West African crowned crane

Balearica pavonina pavonina

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IUCN Conservation Status –
Least Concern
Extinct In The Wild

Class: Aves
Order: Gruiformes
Family: Gruidae

You’ll find our two males West African crowned cranes – called Turnip and Swede – opposite our mixed wallaby and pademelon enclosure.

West African crowned cranes have a dark grey plumage with red cheek patches and a crown of stiff golden feathers.

They are omnivores and feed on grasses, seeds and some roots, as well as insects such as grasshoppers, locusts and flies. They will also eat molluscs, fish, crustaceans, amphibians and small reptiles.

This species lives in open grasslands, marshes and meadows near lakes and streams. Unlike other species of crane, West African crowned cranes are also known to roost in trees.

Interesting facts!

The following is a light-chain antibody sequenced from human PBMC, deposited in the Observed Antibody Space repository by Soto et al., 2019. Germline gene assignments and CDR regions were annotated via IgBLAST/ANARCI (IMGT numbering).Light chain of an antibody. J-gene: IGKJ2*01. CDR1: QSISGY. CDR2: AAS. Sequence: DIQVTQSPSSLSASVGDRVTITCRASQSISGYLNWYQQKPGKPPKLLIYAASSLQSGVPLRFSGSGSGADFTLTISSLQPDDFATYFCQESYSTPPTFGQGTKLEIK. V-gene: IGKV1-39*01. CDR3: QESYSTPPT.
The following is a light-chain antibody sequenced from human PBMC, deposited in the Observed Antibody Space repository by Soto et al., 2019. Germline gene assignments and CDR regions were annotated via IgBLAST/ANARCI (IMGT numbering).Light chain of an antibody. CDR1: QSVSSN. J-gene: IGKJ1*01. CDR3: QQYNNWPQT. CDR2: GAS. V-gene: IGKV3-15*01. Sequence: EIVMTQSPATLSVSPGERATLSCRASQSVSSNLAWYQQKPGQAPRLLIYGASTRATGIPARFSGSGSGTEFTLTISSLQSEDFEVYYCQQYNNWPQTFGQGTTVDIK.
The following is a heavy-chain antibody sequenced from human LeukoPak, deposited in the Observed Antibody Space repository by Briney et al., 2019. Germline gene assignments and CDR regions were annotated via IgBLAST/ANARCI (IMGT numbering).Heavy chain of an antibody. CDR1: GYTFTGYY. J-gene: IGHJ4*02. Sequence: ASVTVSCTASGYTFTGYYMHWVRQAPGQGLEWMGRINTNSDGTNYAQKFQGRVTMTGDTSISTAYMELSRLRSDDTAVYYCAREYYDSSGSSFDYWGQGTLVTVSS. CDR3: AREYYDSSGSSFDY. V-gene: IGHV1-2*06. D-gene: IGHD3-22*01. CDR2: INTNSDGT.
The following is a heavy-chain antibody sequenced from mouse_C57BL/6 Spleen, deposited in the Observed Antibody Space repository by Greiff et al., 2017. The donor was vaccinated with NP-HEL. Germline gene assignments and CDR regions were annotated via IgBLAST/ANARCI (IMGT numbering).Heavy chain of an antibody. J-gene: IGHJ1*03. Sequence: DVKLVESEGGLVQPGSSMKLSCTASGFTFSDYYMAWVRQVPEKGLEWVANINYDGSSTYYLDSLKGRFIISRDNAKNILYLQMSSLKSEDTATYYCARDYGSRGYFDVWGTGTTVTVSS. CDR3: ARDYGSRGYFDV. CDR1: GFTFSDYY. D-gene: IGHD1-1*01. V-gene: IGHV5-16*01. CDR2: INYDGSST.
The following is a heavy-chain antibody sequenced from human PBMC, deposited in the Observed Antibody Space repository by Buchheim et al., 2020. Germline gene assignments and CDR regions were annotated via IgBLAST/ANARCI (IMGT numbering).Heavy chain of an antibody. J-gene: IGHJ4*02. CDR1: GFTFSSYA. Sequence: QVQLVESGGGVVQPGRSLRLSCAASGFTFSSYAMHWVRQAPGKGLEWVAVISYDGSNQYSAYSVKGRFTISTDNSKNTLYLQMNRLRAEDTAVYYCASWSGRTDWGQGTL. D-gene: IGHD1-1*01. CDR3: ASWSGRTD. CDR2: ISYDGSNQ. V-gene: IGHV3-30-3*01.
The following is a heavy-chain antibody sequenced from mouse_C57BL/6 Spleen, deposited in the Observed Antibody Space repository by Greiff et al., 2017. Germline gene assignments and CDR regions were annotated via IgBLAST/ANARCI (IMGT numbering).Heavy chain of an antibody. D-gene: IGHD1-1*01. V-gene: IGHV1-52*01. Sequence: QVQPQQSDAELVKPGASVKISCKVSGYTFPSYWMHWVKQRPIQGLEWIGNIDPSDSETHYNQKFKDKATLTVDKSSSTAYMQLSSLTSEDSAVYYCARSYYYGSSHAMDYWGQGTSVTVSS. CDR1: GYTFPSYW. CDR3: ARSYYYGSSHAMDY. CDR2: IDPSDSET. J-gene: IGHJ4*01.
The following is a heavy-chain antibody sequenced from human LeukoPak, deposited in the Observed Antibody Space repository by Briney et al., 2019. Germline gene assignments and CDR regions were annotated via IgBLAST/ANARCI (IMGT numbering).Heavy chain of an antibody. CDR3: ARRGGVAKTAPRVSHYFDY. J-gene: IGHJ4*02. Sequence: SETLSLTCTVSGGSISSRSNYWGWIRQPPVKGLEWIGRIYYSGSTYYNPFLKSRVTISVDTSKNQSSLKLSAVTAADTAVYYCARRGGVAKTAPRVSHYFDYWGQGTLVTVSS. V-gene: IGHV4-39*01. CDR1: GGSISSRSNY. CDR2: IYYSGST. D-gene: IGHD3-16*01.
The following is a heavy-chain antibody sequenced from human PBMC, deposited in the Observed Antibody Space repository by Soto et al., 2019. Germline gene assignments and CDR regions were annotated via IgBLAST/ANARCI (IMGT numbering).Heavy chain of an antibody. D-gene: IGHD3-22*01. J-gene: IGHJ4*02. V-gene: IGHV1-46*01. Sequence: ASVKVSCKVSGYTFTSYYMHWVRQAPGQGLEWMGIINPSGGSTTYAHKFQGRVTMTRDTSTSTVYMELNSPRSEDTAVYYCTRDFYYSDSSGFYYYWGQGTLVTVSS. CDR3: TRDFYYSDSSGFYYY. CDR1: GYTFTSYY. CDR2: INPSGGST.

• Cranes have elaborate dances – including bowing, hopping, swaying, jumping, and producing loud calls – which they use to attract mates during the breeding season. Crane chicks begin to practise when they are young, which is thought to help develop their coordination skills.
  • Both males and females will help to incubate eggs, which takes between 28 and 31 days. Males are known to stand guard in the nearby trees, watching over their nest and prepared to signal a threat, as females forage for food.
  • West African crowned cranes are known as living fossils, as records show that they first existed between 37 and 54 million years ago.
  • According to African legend, the cranes gained their beautiful golden crowns when they helped a great chief who had become lost and weak from lack of food or water.


West African crowned cranes are considered Vulnerable in the wild and suffer from a wide range of threats, from droughts and water management measures (such as the creation of dams) to hunting and habitat degradation. Their habitats are being damaged by farming, pollution, oil and gas drilling, and conflict in the region.